Mr. Squires was asked by the plaintiff to examine the plumbing in the premises prior to possession date. He did so and found nothing amiss. He admitted, however, he could not remember examining the bathroom or lifting the drain cover which is obvious in the photos. Had he done so, he and through him, the plaintiff would have been aware that the kitchen drain was improperly connected. Further, the plaintiff admitted washing his paint brushes in the kitchen sink prior to the explosion. The evidence of Mr. Kitchen was that washing paint brushes is a sink not properly vented is dangerous. In my view, the plaintiff should have been aware of the improper plumbing connection, on proper inspection, and had he been so, he would have been aware that paint fumes accumulation at the drain could be dangerous. It must be remembered that these renovations had been carried out some 20 years ago and there was no evidence that would indicate any previous problems.
In my view, caveat emptor still applies when all these facts are taken into account.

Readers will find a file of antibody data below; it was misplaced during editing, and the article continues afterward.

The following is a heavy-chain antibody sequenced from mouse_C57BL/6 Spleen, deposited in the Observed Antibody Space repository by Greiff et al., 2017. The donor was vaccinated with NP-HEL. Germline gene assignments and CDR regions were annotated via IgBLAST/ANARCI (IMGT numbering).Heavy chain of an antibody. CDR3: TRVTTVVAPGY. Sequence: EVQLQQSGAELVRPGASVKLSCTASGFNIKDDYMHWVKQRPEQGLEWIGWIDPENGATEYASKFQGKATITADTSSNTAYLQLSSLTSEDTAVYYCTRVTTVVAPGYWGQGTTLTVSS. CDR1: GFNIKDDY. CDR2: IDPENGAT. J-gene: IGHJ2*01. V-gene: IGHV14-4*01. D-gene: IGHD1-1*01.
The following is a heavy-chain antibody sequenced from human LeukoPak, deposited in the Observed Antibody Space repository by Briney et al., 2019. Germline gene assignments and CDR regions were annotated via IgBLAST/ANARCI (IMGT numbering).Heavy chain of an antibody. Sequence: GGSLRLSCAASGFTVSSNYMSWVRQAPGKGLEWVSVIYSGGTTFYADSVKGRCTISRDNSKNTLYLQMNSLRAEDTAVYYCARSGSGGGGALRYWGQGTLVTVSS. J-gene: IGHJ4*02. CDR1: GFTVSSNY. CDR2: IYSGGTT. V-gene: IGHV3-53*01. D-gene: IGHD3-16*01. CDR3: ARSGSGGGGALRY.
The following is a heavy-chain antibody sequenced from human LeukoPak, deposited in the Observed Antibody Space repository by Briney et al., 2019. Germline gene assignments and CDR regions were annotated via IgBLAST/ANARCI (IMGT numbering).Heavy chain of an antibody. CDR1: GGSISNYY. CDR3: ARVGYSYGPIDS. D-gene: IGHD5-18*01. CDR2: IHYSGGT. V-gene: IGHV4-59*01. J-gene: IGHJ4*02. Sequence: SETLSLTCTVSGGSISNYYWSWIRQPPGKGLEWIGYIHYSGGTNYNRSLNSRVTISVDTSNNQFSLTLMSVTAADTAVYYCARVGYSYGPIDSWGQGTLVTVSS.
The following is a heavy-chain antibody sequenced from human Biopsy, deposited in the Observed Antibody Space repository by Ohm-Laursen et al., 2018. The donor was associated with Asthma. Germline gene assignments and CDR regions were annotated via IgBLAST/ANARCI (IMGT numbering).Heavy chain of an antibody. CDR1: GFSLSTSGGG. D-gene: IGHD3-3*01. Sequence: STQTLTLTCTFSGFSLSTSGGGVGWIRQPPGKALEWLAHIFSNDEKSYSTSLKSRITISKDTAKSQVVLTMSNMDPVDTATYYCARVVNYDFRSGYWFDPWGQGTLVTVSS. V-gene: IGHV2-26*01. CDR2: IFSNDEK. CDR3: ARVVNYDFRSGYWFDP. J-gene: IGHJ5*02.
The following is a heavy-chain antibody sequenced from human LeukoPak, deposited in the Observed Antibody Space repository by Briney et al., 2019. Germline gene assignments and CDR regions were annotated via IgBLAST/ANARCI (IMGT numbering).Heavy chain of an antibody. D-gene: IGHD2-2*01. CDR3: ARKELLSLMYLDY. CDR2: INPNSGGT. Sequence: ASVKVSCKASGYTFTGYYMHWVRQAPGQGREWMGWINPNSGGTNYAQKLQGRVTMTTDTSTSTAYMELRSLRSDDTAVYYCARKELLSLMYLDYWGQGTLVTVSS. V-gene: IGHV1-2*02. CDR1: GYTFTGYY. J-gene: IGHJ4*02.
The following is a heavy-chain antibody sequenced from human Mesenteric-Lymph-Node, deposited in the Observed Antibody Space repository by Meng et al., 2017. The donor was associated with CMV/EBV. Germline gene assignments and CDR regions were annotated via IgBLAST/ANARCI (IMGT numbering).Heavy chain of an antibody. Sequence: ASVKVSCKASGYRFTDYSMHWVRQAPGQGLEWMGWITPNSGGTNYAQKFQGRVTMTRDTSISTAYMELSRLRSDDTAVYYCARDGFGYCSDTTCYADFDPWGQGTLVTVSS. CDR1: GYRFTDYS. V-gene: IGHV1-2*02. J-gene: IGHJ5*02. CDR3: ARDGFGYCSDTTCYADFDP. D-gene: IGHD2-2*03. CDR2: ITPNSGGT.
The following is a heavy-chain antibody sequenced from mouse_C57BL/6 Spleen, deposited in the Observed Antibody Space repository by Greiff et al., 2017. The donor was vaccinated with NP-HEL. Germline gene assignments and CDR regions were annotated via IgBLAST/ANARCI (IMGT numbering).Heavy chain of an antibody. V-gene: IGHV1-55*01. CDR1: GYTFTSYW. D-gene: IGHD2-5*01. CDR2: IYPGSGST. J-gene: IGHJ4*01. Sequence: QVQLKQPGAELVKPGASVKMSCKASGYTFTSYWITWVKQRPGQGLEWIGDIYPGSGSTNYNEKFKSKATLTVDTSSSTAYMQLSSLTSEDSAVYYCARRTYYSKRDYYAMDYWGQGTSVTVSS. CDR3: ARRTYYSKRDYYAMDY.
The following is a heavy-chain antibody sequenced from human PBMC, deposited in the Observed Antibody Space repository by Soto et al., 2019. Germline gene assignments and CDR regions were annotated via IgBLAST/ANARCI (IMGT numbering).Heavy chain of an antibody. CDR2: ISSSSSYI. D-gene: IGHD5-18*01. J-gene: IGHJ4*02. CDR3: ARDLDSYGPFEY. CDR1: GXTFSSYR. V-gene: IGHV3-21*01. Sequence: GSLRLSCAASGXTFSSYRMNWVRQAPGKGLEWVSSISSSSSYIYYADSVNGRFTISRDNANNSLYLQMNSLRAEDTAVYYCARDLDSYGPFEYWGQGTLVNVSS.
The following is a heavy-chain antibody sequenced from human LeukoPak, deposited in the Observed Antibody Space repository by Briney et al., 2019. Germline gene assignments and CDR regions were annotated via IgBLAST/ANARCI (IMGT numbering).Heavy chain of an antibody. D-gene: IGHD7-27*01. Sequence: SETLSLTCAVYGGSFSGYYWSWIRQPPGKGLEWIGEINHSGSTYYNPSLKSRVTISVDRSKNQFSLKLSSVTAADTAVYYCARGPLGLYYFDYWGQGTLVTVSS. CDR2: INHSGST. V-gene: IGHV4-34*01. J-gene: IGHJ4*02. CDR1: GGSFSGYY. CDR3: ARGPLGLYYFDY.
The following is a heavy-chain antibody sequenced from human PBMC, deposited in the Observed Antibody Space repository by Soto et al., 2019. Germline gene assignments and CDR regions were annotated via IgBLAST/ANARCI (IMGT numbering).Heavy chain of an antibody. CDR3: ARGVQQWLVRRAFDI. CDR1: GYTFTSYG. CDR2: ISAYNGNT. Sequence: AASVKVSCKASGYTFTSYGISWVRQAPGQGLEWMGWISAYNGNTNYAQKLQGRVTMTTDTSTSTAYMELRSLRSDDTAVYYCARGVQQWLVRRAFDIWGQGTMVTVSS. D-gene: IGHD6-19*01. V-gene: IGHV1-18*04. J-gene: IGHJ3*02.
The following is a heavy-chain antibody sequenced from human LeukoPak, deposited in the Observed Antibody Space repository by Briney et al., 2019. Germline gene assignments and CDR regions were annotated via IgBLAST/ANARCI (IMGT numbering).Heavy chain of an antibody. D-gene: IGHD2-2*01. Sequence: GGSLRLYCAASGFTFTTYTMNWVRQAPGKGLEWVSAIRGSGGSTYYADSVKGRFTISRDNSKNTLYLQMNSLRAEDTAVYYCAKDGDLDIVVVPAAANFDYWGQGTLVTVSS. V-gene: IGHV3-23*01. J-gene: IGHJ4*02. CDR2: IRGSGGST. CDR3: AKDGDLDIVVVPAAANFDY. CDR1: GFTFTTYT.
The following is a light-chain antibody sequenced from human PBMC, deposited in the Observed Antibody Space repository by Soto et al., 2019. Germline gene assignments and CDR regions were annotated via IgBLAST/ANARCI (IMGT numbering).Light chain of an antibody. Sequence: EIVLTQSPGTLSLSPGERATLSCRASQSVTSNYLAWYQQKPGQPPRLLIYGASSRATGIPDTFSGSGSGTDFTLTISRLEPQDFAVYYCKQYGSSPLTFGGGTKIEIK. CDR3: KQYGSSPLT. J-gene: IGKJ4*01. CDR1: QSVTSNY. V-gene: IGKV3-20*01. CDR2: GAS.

In the instant case, two things must be noted in regards to the Electrical Defect. Firstly, in his testimony David Bendick confirmed that although he is not a certified journeyman electrician, he is an electrical designer with 27 years electrical experience and that the husband Plaintiff brought him on the second inspection for the primary purpose of inspecting the electrical system of the House. Secondly, during the second inspection, when it was determined by David Bendick that the basement s electrical panel directory was not in good order and 2 sub panels had been added without adequate labelling, the Plaintiffs were placed on notice as to the existence of defects in the House s electrical system. Despite this notice, the Plaintiffs failed to take steps to ascertain for themselves the precise state of the House s electrical system either through further investigation or inquiry of the Defendants as to the reason for the known electrical defects. Given that such further steps would have disclosed the Electrical Defect, such defects are to be considered as patent defects and caveat emptor will bar recovery by the Plaintiffs of their claim in this regard. I therefore dismiss the Plaintiffs claim in regards to the Electrical Defect.